• There were also scheduled defrosts “based on fixed schedules or time intervals regardless of actual ice formation. Often the number of defrosts is chosen erring on the side of caution and is higher than necessary.”


In the report, excellent supermarkets were described as those where “several modifications are applied to system operation so as to increase energy efficiency.”

The specific on-site project cited involved “conducting detailed power consumption measurements so as to evaluate the energy saving associated with the technological improvements (involving) floating suction pressure, smart anti-sweat heater modulation, and skip defrost function to optimize defrost.”

Some of the technologies identified in the store were:

• “The suction pressure set point varies according to demand from the showcases. The algorithm identifies the critical units that require higher performance from the compressor rack and control is adjusted accordingly. In this way, the compressor rack consumes no more than necessary at any given time, completely automatically.”

• “The anti-sweat heaters are controlled with a variable-duty cycle. Output is, in fact, carefully adjusted according to room temperature and humidity and the unit glass and frame temperature. In addition, a special algorithm is available to estimate the glass temperature and the dew point. This means heater operation can be adapted to current conditions without having to install other probes on the refrigerated showcases.”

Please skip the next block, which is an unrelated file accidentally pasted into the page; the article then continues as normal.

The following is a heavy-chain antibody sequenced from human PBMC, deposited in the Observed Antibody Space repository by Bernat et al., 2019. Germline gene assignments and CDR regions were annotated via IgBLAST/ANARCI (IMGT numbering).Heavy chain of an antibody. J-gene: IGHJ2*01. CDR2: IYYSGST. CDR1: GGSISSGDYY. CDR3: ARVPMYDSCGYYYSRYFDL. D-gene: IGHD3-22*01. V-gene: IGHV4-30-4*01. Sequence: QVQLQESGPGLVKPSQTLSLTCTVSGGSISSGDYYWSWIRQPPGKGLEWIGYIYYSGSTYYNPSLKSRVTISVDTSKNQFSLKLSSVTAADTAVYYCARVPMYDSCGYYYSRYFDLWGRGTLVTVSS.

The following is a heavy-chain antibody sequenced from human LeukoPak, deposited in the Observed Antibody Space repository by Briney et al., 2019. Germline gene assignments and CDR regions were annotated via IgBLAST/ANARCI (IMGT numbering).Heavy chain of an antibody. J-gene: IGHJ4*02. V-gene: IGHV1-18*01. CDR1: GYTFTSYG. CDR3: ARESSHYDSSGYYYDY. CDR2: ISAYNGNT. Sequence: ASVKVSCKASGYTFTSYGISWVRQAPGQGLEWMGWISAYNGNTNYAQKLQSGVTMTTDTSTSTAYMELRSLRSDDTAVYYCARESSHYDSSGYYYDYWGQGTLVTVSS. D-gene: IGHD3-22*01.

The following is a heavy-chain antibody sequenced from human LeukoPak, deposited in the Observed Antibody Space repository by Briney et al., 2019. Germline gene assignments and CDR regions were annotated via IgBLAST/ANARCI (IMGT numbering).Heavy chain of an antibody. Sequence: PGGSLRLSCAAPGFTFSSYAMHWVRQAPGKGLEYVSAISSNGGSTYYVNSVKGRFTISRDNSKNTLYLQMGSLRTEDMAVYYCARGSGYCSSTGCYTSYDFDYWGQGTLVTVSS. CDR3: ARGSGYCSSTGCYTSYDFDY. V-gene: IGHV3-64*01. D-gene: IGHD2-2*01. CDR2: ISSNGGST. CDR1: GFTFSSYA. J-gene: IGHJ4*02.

• “Unnecessary defrosts can be avoided based on the duration of previous defrosts. The duration of defrost depends on the amount of ice formed on the coil, and based on the previous durations and other fine-tuning parameters, up to a maximum of three consecutive defrosts can be skilled.”

It was the contention of the report that “application of the technology distinguishing the evolved supermarket from the excellent supermarket involved little additional cost in percentage terms.”


The trials involving the various modifications lasted several months and alternated evolved and excellent supermarkets at weekly intervals, “then comparable periods were selected as regards to outside climate conditions, and consequently the energy savings were calculated.”

It was reported that the tests lasted 10 months.

“The trials were carried out so as to acquire data that was as comparable as possible, consequently the evolved supermarket was chosen as the benchmark for operation. All the refrigeration units were fitted with electronic expansion valves. The racks had inverters on the first compressor and condenser pressure can adapt to the outside temperature even in colder periods. The electronic controller parameters not relating directly to the different technologies being tested were kept constant, so as to allow direct comparison of the tested function and corresponding energy savings. The compressor racks operated with the same condensing pressure set point.”

It was noted that “the results were averaged out, taking into consideration the entire test period, excluding maintenance, malfunctions, or other tests. In addition, two representative periods were chosen in which the outside temperature was almost constant, so as to directly compare real periods in which specific technology was or was not used. Finally, each technology was allocated a corresponding share of the energy savings measured.”


The report said the changeover from a traditional to an evolved supermarket included installation of electronic valves, controllers on the units, and inverters to drive the compressors. The cost is justified, it was said, by the power consumption savings of 20 percent.

Then by going to an excellent supermarket approach, an additional savings of from 10 to 15 percent can be realized “for practically no extra cost.”

Publication date: 11/28/2011